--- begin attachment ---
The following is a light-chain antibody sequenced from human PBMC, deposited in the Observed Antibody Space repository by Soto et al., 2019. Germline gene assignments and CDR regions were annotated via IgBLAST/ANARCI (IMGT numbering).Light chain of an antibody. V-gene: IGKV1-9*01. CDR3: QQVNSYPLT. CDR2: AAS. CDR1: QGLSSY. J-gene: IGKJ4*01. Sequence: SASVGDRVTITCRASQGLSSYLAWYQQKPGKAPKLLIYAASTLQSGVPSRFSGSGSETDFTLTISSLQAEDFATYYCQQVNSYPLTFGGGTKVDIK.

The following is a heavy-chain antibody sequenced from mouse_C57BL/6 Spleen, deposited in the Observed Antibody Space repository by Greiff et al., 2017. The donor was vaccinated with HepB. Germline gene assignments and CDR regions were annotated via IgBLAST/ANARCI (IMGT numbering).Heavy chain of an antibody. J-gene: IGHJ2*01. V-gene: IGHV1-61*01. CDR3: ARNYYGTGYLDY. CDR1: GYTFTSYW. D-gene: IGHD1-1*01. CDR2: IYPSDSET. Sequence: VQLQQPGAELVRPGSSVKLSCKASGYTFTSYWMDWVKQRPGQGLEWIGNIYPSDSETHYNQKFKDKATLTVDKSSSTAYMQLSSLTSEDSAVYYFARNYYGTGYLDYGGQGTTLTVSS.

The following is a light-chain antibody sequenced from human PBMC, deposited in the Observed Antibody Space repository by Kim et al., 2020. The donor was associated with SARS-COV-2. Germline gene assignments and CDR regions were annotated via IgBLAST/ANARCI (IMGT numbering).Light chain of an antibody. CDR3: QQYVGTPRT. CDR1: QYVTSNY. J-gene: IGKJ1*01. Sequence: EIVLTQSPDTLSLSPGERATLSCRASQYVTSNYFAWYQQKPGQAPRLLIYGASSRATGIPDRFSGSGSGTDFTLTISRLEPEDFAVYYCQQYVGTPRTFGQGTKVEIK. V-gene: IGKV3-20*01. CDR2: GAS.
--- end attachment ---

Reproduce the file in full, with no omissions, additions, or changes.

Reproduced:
The following is a light-chain antibody sequenced from human PBMC, deposited in the Observed Antibody Space repository by Soto et al., 2019. Germline gene assignments and CDR regions were annotated via IgBLAST/ANARCI (IMGT numbering).Light chain of an antibody. V-gene: IGKV1-9*01. CDR3: QQVNSYPLT. CDR2: AAS. CDR1: QGLSSY. J-gene: IGKJ4*01. Sequence: SASVGDRVTITCRASQGLSSYLAWYQQKPGKAPKLLIYAASTLQSGVPSRFSGSGSETDFTLTISSLQAEDFATYYCQQVNSYPLTFGGGTKVDIK.

The following is a heavy-chain antibody sequenced from mouse_C57BL/6 Spleen, deposited in the Observed Antibody Space repository by Greiff et al., 2017. The donor was vaccinated with HepB. Germline gene assignments and CDR regions were annotated via IgBLAST/ANARCI (IMGT numbering).Heavy chain of an antibody. J-gene: IGHJ2*01. V-gene: IGHV1-61*01. CDR3: ARNYYGTGYLDY. CDR1: GYTFTSYW. D-gene: IGHD1-1*01. CDR2: IYPSDSET. Sequence: VQLQQPGAELVRPGSSVKLSCKASGYTFTSYWMDWVKQRPGQGLEWIGNIYPSDSETHYNQKFKDKATLTVDKSSSTAYMQLSSLTSEDSAVYYFARNYYGTGYLDYGGQGTTLTVSS.

The following is a light-chain antibody sequenced from human PBMC, deposited in the Observed Antibody Space repository by Kim et al., 2020. The donor was associated with SARS-COV-2. Germline gene assignments and CDR regions were annotated via IgBLAST/ANARCI (IMGT numbering).Light chain of an antibody. CDR3: QQYVGTPRT. CDR1: QYVTSNY. J-gene: IGKJ1*01. Sequence: EIVLTQSPDTLSLSPGERATLSCRASQYVTSNYFAWYQQKPGQAPRLLIYGASSRATGIPDRFSGSGSGTDFTLTISRLEPEDFAVYYCQQYVGTPRTFGQGTKVEIK. V-gene: IGKV3-20*01. CDR2: GAS.